Wednesday January 19, 2022

FBR vows to do away with ‘excessive’ taxation

January 16, 2021

KARACHI: The Federal Board of Revenue (FBR) on Friday vowed to do away with excessive taxes and reduce compliance cost to help businesses bring down cost of production.

Ashfaq Ahmad, member Inland Revenue (Operations) FBR said the apex tax authority has 30 to 35 percent stake in whatever is being earned as it pulls in revenue in shape of sales, income and withholding taxes.

“It is in the FBR’s interest to make businesses successful and cut costs,” Ahmad said during a meeting with the office bearers of the Karachi Chamber of Commerce and Industry (KCCI).

The tax official said FBR receives thousands of budgetary proposals every year but they hardly get time to read them because of limited time available.

“Trade associations should immediately take their budget proposals to the technical committee formed by finance minister, get them refined and after due diligence, only doable recommendations should be forwarded to FBR,” he said. “We give you refunds and you don’t have to go to banks for borrowing working capital which jacks up the cost.”

Ahmad said tons of revenue remain blocked but if the FBR succeeds in recovering 20 percent of amount stuck in litigation, the revenue targets will be achieved and the country will not have to go to the lenders.

Shariq Vohra, president of KCCI said billions of rupees have been stuck since last so many years due to litigations and the recovery seems to be unlikely “whereas these litigations put the taxpayers in a state of torture and are also a burden on FBR’s resources.”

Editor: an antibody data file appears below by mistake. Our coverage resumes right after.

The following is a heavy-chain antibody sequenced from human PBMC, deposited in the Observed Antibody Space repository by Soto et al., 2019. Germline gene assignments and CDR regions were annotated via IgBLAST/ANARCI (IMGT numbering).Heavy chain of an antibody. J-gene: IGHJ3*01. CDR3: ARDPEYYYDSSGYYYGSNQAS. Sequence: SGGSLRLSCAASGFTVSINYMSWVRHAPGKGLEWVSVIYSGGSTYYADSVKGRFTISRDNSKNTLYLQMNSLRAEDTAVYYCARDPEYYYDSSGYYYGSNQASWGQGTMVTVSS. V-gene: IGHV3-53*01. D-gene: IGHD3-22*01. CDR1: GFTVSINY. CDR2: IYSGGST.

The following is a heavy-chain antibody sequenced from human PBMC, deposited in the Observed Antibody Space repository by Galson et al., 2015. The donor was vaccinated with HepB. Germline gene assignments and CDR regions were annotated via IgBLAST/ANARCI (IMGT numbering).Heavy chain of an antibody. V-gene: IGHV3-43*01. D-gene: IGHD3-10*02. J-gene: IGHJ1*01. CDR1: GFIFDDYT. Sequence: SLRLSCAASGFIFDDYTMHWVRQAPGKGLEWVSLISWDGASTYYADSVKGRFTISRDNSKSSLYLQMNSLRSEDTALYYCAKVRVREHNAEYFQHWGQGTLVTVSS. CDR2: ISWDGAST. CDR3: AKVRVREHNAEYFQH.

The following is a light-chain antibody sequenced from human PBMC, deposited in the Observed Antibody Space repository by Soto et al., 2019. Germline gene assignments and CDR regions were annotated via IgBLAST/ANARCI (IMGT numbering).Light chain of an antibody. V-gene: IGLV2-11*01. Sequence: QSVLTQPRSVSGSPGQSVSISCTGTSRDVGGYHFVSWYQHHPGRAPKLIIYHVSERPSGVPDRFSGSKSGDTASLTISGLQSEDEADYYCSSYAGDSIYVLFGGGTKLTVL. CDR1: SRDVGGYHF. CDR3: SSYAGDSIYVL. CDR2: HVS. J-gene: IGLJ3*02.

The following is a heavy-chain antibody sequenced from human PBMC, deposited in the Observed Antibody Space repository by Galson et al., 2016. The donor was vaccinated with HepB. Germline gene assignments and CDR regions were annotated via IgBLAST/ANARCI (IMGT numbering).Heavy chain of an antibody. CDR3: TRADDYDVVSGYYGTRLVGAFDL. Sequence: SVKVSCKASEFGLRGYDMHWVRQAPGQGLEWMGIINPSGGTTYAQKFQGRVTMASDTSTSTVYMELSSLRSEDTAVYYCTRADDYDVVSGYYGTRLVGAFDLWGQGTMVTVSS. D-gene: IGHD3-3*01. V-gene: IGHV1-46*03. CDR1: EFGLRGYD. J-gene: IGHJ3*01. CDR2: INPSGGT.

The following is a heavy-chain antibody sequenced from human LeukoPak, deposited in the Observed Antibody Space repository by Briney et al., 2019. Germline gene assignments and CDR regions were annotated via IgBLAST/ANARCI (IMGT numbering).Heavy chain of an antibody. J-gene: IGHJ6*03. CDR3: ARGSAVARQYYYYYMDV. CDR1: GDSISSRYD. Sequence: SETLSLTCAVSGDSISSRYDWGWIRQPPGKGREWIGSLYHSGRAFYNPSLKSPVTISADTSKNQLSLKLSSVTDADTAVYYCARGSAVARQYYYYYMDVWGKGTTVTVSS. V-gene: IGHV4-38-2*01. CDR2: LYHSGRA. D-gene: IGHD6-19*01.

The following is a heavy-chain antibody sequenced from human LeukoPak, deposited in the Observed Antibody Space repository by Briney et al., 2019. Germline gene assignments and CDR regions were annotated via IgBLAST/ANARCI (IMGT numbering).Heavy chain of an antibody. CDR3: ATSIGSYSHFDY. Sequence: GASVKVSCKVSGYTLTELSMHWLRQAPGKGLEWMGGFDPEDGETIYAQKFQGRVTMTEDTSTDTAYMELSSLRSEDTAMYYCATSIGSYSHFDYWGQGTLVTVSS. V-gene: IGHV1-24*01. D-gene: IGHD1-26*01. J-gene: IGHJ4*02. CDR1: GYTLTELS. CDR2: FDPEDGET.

“Therefore, the tax-collecting authority will have to come up with some kind of incentive scheme in which the taxpayers in litigation should be provided with an option to pay around 25 to 30 percent more tax than their usual tax for the year which would settle all their previous tax issues being contested in the litigation since many years,” Vohra said.

KCCI president said a permanent desk should be established at the FBR, which must have close coordination with KCCI and all other chambers of the country to hunt new taxpayers, but this hunting should be based on cordial relations.

“We will help the FBR in identifying the hundreds of untaxed sectors where trade of up to billions of rupees is going on but no tax is being paid,” he said. “FBR has to divert its machinery towards such sectors while the frequent audits have to be minimised as such audits are not resulting in much recovery but are a waste of time for taxpayers and the FBR.”

Zubair Motiwala, chairman of Businessmen Group said FBR should disclose its priorities, what changes it wants and what will be focused in the budget so that KCCI and other trade associations could accordingly forward precise proposals only for inclusion in next year’s budget.

Motiwala said it is time to focus on smaller cadre and the small and medium enterprises whose income tax refunds remain stuck because small businesses are facing serious cash flow problems in the post-COVID circumstances and they do not have access to banking channels. “The FBR should start by fixing some amount like Rs50,000 or Rs100,000 for settling income tax refund claims which would bring some relief in the lives of small businessmen.”

Motiwala said it is highly unfair to penalise a person who already lost his industry and is surviving on the rental income.

“Number of audit notices sent during the last three years would exceed the number of audit notices issued during the last 20 years which clearly indicates the atmosphere of harassment,” he said. “The government has to provide an enabling atmosphere so that the business community could concentrate on its manufacturing and explore new markets.”